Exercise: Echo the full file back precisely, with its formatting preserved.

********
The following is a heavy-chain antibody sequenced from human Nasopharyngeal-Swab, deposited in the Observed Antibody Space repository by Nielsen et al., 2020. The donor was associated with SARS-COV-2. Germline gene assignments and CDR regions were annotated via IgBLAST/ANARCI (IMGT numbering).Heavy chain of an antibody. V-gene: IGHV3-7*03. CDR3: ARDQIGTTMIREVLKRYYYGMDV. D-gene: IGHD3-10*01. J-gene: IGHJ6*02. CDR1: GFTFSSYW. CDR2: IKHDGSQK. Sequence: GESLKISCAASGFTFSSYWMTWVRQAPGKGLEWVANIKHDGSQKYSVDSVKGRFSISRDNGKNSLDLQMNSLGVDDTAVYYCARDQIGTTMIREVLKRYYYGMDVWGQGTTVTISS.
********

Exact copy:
The following is a heavy-chain antibody sequenced from human Nasopharyngeal-Swab, deposited in the Observed Antibody Space repository by Nielsen et al., 2020. The donor was associated with SARS-COV-2. Germline gene assignments and CDR regions were annotated via IgBLAST/ANARCI (IMGT numbering).Heavy chain of an antibody. V-gene: IGHV3-7*03. CDR3: ARDQIGTTMIREVLKRYYYGMDV. D-gene: IGHD3-10*01. J-gene: IGHJ6*02. CDR1: GFTFSSYW. CDR2: IKHDGSQK. Sequence: GESLKISCAASGFTFSSYWMTWVRQAPGKGLEWVANIKHDGSQKYSVDSVKGRFSISRDNGKNSLDLQMNSLGVDDTAVYYCARDQIGTTMIREVLKRYYYGMDVWGQGTTVTISS.